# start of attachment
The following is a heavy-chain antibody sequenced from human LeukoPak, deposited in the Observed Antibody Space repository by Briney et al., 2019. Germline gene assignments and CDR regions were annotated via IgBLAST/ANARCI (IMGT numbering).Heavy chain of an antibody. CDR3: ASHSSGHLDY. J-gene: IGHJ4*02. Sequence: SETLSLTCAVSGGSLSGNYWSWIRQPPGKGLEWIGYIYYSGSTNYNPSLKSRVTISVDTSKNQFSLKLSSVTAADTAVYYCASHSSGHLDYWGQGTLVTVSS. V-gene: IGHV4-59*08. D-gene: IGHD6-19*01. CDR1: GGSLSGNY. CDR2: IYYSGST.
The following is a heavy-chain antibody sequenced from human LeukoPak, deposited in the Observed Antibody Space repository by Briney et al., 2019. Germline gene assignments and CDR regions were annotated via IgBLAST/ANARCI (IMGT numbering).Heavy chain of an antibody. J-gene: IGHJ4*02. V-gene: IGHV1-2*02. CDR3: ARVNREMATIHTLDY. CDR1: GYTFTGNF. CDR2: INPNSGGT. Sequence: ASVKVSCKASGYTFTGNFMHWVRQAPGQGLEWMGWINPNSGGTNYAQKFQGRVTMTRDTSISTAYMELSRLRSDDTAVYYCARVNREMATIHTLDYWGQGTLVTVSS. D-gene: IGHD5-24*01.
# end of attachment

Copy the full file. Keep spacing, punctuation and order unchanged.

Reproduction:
The following is a heavy-chain antibody sequenced from human LeukoPak, deposited in the Observed Antibody Space repository by Briney et al., 2019. Germline gene assignments and CDR regions were annotated via IgBLAST/ANARCI (IMGT numbering).Heavy chain of an antibody. CDR3: ASHSSGHLDY. J-gene: IGHJ4*02. Sequence: SETLSLTCAVSGGSLSGNYWSWIRQPPGKGLEWIGYIYYSGSTNYNPSLKSRVTISVDTSKNQFSLKLSSVTAADTAVYYCASHSSGHLDYWGQGTLVTVSS. V-gene: IGHV4-59*08. D-gene: IGHD6-19*01. CDR1: GGSLSGNY. CDR2: IYYSGST.
The following is a heavy-chain antibody sequenced from human LeukoPak, deposited in the Observed Antibody Space repository by Briney et al., 2019. Germline gene assignments and CDR regions were annotated via IgBLAST/ANARCI (IMGT numbering).Heavy chain of an antibody. J-gene: IGHJ4*02. V-gene: IGHV1-2*02. CDR3: ARVNREMATIHTLDY. CDR1: GYTFTGNF. CDR2: INPNSGGT. Sequence: ASVKVSCKASGYTFTGNFMHWVRQAPGQGLEWMGWINPNSGGTNYAQKFQGRVTMTRDTSISTAYMELSRLRSDDTAVYYCARVNREMATIHTLDYWGQGTLVTVSS. D-gene: IGHD5-24*01.